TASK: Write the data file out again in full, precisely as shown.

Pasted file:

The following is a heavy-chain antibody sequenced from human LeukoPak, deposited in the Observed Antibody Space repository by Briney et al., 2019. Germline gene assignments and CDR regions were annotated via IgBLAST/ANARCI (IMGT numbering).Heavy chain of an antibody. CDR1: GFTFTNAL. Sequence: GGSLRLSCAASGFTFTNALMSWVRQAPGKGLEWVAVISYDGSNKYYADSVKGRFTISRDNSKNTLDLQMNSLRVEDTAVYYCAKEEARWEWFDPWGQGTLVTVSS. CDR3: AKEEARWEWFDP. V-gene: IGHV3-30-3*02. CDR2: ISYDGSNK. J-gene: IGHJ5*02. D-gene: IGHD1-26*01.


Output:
The following is a heavy-chain antibody sequenced from human LeukoPak, deposited in the Observed Antibody Space repository by Briney et al., 2019. Germline gene assignments and CDR regions were annotated via IgBLAST/ANARCI (IMGT numbering).Heavy chain of an antibody. CDR1: GFTFTNAL. Sequence: GGSLRLSCAASGFTFTNALMSWVRQAPGKGLEWVAVISYDGSNKYYADSVKGRFTISRDNSKNTLDLQMNSLRVEDTAVYYCAKEEARWEWFDPWGQGTLVTVSS. CDR3: AKEEARWEWFDP. V-gene: IGHV3-30-3*02. CDR2: ISYDGSNK. J-gene: IGHJ5*02. D-gene: IGHD1-26*01.